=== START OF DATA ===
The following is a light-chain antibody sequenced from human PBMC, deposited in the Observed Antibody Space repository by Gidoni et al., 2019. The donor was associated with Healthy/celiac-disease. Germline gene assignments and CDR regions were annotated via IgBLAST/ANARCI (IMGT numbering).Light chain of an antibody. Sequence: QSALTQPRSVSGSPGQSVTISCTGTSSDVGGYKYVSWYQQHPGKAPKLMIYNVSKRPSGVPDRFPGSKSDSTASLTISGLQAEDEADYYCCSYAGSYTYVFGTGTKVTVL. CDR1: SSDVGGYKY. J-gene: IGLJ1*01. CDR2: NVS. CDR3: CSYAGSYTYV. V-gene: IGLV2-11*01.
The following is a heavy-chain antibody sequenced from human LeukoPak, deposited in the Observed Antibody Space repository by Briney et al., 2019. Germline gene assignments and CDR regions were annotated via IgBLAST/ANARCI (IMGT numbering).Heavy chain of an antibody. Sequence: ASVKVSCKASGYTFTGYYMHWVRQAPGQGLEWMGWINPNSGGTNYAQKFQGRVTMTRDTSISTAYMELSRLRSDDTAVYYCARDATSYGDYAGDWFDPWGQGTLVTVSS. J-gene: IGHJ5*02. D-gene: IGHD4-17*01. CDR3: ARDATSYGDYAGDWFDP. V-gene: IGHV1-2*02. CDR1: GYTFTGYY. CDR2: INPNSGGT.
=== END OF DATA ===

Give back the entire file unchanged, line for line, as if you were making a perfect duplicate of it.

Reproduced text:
The following is a light-chain antibody sequenced from human PBMC, deposited in the Observed Antibody Space repository by Gidoni et al., 2019. The donor was associated with Healthy/celiac-disease. Germline gene assignments and CDR regions were annotated via IgBLAST/ANARCI (IMGT numbering).Light chain of an antibody. Sequence: QSALTQPRSVSGSPGQSVTISCTGTSSDVGGYKYVSWYQQHPGKAPKLMIYNVSKRPSGVPDRFPGSKSDSTASLTISGLQAEDEADYYCCSYAGSYTYVFGTGTKVTVL. CDR1: SSDVGGYKY. J-gene: IGLJ1*01. CDR2: NVS. CDR3: CSYAGSYTYV. V-gene: IGLV2-11*01.
The following is a heavy-chain antibody sequenced from human LeukoPak, deposited in the Observed Antibody Space repository by Briney et al., 2019. Germline gene assignments and CDR regions were annotated via IgBLAST/ANARCI (IMGT numbering).Heavy chain of an antibody. Sequence: ASVKVSCKASGYTFTGYYMHWVRQAPGQGLEWMGWINPNSGGTNYAQKFQGRVTMTRDTSISTAYMELSRLRSDDTAVYYCARDATSYGDYAGDWFDPWGQGTLVTVSS. J-gene: IGHJ5*02. D-gene: IGHD4-17*01. CDR3: ARDATSYGDYAGDWFDP. V-gene: IGHV1-2*02. CDR1: GYTFTGYY. CDR2: INPNSGGT.